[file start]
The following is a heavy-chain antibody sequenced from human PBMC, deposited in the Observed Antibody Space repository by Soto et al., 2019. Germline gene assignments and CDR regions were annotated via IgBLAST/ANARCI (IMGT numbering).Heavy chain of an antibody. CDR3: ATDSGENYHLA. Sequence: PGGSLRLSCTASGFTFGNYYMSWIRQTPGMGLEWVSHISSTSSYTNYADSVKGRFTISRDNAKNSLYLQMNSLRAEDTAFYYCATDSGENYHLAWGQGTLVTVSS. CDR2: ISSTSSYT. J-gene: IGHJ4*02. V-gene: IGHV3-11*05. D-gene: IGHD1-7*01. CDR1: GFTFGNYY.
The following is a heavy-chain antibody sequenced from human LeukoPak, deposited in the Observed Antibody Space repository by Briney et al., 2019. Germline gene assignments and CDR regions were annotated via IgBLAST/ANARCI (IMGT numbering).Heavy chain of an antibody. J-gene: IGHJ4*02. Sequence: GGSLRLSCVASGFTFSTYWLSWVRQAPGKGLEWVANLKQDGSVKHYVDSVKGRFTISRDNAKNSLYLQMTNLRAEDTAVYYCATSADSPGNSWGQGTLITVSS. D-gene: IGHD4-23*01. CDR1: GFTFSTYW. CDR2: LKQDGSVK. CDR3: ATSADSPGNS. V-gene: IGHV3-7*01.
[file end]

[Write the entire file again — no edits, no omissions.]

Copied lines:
The following is a heavy-chain antibody sequenced from human PBMC, deposited in the Observed Antibody Space repository by Soto et al., 2019. Germline gene assignments and CDR regions were annotated via IgBLAST/ANARCI (IMGT numbering).Heavy chain of an antibody. CDR3: ATDSGENYHLA. Sequence: PGGSLRLSCTASGFTFGNYYMSWIRQTPGMGLEWVSHISSTSSYTNYADSVKGRFTISRDNAKNSLYLQMNSLRAEDTAFYYCATDSGENYHLAWGQGTLVTVSS. CDR2: ISSTSSYT. J-gene: IGHJ4*02. V-gene: IGHV3-11*05. D-gene: IGHD1-7*01. CDR1: GFTFGNYY.
The following is a heavy-chain antibody sequenced from human LeukoPak, deposited in the Observed Antibody Space repository by Briney et al., 2019. Germline gene assignments and CDR regions were annotated via IgBLAST/ANARCI (IMGT numbering).Heavy chain of an antibody. J-gene: IGHJ4*02. Sequence: GGSLRLSCVASGFTFSTYWLSWVRQAPGKGLEWVANLKQDGSVKHYVDSVKGRFTISRDNAKNSLYLQMTNLRAEDTAVYYCATSADSPGNSWGQGTLITVSS. D-gene: IGHD4-23*01. CDR1: GFTFSTYW. CDR2: LKQDGSVK. CDR3: ATSADSPGNS. V-gene: IGHV3-7*01.